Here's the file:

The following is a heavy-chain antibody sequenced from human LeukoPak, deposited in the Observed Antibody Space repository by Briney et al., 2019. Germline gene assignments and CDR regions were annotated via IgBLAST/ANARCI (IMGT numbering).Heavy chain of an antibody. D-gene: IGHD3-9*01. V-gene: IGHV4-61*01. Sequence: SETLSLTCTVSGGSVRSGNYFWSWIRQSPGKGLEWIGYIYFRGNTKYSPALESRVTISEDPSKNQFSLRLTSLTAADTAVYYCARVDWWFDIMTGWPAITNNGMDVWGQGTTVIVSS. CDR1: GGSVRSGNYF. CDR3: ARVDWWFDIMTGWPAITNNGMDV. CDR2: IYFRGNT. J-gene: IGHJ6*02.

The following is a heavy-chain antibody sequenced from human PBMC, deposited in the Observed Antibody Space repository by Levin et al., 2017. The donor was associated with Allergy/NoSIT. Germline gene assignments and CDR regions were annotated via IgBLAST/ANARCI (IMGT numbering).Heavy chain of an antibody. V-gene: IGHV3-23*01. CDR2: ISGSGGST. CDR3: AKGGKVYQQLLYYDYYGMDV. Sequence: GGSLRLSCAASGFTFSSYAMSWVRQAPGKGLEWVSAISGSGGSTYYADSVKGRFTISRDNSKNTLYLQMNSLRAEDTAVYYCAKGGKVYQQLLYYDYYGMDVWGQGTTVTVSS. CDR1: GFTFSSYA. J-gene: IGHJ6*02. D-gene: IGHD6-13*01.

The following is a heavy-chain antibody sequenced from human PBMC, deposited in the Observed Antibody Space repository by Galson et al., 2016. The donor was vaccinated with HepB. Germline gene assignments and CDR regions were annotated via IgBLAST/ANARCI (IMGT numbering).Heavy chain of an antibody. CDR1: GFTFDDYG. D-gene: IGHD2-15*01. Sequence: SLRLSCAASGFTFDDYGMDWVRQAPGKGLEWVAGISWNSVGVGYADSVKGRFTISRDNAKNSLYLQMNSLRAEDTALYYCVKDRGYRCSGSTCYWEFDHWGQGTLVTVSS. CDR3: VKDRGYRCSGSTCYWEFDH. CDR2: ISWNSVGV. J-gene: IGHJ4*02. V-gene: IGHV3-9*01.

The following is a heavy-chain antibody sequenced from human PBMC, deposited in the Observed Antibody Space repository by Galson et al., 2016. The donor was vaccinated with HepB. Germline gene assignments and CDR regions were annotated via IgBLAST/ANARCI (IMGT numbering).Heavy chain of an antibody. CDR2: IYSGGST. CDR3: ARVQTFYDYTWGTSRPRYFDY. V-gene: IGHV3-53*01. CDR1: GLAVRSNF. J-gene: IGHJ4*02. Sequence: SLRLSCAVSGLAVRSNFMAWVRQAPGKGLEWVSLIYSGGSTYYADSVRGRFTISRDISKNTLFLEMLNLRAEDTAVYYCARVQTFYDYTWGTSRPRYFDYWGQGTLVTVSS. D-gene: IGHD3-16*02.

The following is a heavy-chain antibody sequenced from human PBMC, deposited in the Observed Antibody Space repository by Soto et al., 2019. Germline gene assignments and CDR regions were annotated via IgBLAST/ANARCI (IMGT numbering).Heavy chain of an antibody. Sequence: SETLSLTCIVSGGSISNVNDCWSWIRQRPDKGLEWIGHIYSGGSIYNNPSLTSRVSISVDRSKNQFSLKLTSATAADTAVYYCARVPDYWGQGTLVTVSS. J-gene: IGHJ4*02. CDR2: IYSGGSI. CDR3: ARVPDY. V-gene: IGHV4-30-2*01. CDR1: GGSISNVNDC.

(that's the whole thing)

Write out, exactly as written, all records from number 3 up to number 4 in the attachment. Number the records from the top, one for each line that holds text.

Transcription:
The following is a heavy-chain antibody sequenced from human PBMC, deposited in the Observed Antibody Space repository by Galson et al., 2016. The donor was vaccinated with HepB. Germline gene assignments and CDR regions were annotated via IgBLAST/ANARCI (IMGT numbering).Heavy chain of an antibody. CDR1: GFTFDDYG. D-gene: IGHD2-15*01. Sequence: SLRLSCAASGFTFDDYGMDWVRQAPGKGLEWVAGISWNSVGVGYADSVKGRFTISRDNAKNSLYLQMNSLRAEDTALYYCVKDRGYRCSGSTCYWEFDHWGQGTLVTVSS. CDR3: VKDRGYRCSGSTCYWEFDH. CDR2: ISWNSVGV. J-gene: IGHJ4*02. V-gene: IGHV3-9*01.

The following is a heavy-chain antibody sequenced from human PBMC, deposited in the Observed Antibody Space repository by Galson et al., 2016. The donor was vaccinated with HepB. Germline gene assignments and CDR regions were annotated via IgBLAST/ANARCI (IMGT numbering).Heavy chain of an antibody. CDR2: IYSGGST. CDR3: ARVQTFYDYTWGTSRPRYFDY. V-gene: IGHV3-53*01. CDR1: GLAVRSNF. J-gene: IGHJ4*02. Sequence: SLRLSCAVSGLAVRSNFMAWVRQAPGKGLEWVSLIYSGGSTYYADSVRGRFTISRDISKNTLFLEMLNLRAEDTAVYYCARVQTFYDYTWGTSRPRYFDYWGQGTLVTVSS. D-gene: IGHD3-16*02.